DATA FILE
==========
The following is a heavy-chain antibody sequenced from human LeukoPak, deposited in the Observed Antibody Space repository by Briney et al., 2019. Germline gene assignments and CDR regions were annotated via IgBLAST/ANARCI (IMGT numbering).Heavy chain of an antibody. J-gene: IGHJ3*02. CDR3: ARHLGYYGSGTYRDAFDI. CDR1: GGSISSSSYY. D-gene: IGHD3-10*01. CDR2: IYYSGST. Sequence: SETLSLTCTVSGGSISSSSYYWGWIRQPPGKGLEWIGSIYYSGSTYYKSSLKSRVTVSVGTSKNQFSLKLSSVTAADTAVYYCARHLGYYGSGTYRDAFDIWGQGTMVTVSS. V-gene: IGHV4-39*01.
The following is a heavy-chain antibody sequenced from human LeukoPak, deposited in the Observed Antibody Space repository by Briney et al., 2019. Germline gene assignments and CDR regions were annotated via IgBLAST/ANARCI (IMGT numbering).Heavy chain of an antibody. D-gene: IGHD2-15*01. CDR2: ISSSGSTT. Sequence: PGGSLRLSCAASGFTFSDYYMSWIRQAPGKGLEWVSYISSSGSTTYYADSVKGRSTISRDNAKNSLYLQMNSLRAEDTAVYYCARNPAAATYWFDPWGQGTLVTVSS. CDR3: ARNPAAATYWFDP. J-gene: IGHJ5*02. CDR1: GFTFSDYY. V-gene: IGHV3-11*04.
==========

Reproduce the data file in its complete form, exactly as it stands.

The following is a heavy-chain antibody sequenced from human LeukoPak, deposited in the Observed Antibody Space repository by Briney et al., 2019. Germline gene assignments and CDR regions were annotated via IgBLAST/ANARCI (IMGT numbering).Heavy chain of an antibody. J-gene: IGHJ3*02. CDR3: ARHLGYYGSGTYRDAFDI. CDR1: GGSISSSSYY. D-gene: IGHD3-10*01. CDR2: IYYSGST. Sequence: SETLSLTCTVSGGSISSSSYYWGWIRQPPGKGLEWIGSIYYSGSTYYKSSLKSRVTVSVGTSKNQFSLKLSSVTAADTAVYYCARHLGYYGSGTYRDAFDIWGQGTMVTVSS. V-gene: IGHV4-39*01.
The following is a heavy-chain antibody sequenced from human LeukoPak, deposited in the Observed Antibody Space repository by Briney et al., 2019. Germline gene assignments and CDR regions were annotated via IgBLAST/ANARCI (IMGT numbering).Heavy chain of an antibody. D-gene: IGHD2-15*01. CDR2: ISSSGSTT. Sequence: PGGSLRLSCAASGFTFSDYYMSWIRQAPGKGLEWVSYISSSGSTTYYADSVKGRSTISRDNAKNSLYLQMNSLRAEDTAVYYCARNPAAATYWFDPWGQGTLVTVSS. CDR3: ARNPAAATYWFDP. J-gene: IGHJ5*02. CDR1: GFTFSDYY. V-gene: IGHV3-11*04.